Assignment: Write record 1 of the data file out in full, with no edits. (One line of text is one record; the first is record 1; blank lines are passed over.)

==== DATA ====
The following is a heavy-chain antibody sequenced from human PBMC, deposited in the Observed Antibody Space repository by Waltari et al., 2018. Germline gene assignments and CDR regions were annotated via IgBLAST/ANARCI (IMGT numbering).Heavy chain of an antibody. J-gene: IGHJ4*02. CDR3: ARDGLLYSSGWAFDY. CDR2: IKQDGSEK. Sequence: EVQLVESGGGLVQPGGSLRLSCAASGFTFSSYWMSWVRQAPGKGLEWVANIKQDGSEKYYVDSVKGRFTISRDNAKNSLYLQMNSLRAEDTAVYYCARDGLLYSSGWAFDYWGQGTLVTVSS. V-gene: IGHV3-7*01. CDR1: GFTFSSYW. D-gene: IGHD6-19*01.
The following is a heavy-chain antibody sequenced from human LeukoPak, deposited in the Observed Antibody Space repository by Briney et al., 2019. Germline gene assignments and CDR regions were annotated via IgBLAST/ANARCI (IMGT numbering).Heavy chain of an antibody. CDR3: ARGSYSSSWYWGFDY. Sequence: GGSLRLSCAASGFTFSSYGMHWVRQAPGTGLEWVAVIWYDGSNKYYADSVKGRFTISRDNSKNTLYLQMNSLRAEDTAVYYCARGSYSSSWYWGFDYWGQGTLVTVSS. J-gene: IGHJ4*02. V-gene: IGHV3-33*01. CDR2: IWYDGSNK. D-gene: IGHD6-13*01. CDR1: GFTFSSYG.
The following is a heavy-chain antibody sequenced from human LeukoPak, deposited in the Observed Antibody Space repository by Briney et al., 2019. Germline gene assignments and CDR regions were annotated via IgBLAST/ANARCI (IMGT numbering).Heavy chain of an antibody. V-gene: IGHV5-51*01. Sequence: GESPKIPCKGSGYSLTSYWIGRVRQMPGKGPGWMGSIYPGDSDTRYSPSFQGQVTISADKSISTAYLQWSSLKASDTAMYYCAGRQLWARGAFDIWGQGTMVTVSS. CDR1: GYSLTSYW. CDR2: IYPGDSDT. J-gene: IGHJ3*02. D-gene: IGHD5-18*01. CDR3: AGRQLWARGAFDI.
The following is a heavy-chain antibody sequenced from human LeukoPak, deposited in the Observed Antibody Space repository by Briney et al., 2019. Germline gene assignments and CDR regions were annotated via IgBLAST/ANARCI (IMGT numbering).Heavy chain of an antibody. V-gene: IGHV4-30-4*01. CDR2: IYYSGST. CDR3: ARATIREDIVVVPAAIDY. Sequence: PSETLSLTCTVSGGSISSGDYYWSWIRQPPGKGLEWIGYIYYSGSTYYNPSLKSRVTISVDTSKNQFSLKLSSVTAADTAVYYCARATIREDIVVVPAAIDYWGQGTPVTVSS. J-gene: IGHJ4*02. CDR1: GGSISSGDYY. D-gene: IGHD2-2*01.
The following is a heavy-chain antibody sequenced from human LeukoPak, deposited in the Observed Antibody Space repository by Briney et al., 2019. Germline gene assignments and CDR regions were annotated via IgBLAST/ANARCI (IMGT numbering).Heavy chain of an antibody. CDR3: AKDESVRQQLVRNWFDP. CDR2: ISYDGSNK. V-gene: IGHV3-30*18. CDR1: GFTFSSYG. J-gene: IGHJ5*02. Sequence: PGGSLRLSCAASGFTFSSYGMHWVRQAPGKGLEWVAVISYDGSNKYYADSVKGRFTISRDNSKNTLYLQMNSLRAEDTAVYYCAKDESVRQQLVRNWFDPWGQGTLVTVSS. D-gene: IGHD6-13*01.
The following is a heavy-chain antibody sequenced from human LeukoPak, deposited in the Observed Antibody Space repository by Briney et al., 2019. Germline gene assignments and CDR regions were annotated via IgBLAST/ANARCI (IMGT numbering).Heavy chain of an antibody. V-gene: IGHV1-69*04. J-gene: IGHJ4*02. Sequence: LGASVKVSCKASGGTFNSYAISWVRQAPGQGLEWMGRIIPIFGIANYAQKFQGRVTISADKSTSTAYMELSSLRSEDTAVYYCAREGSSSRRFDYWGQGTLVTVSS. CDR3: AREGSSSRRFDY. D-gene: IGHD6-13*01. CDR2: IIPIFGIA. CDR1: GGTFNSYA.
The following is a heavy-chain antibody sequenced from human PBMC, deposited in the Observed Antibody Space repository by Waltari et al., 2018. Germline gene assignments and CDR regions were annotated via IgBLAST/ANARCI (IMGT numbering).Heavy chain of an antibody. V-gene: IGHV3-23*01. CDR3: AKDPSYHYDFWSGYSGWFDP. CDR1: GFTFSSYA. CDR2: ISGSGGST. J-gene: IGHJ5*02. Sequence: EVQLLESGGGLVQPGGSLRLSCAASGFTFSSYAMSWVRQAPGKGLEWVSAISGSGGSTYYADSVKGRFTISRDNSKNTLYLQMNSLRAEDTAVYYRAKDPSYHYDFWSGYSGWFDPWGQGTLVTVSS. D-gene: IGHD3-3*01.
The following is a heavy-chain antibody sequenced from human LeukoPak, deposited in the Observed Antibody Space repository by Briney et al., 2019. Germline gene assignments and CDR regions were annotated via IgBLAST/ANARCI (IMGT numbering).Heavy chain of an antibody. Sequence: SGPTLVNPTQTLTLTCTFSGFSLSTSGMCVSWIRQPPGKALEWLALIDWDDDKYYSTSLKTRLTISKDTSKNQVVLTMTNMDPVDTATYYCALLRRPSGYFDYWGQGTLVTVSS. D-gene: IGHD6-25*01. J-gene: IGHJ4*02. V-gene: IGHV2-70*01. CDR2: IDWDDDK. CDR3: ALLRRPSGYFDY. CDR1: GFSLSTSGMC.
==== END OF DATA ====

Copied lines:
The following is a heavy-chain antibody sequenced from human PBMC, deposited in the Observed Antibody Space repository by Waltari et al., 2018. Germline gene assignments and CDR regions were annotated via IgBLAST/ANARCI (IMGT numbering).Heavy chain of an antibody. J-gene: IGHJ4*02. CDR3: ARDGLLYSSGWAFDY. CDR2: IKQDGSEK. Sequence: EVQLVESGGGLVQPGGSLRLSCAASGFTFSSYWMSWVRQAPGKGLEWVANIKQDGSEKYYVDSVKGRFTISRDNAKNSLYLQMNSLRAEDTAVYYCARDGLLYSSGWAFDYWGQGTLVTVSS. V-gene: IGHV3-7*01. CDR1: GFTFSSYW. D-gene: IGHD6-19*01.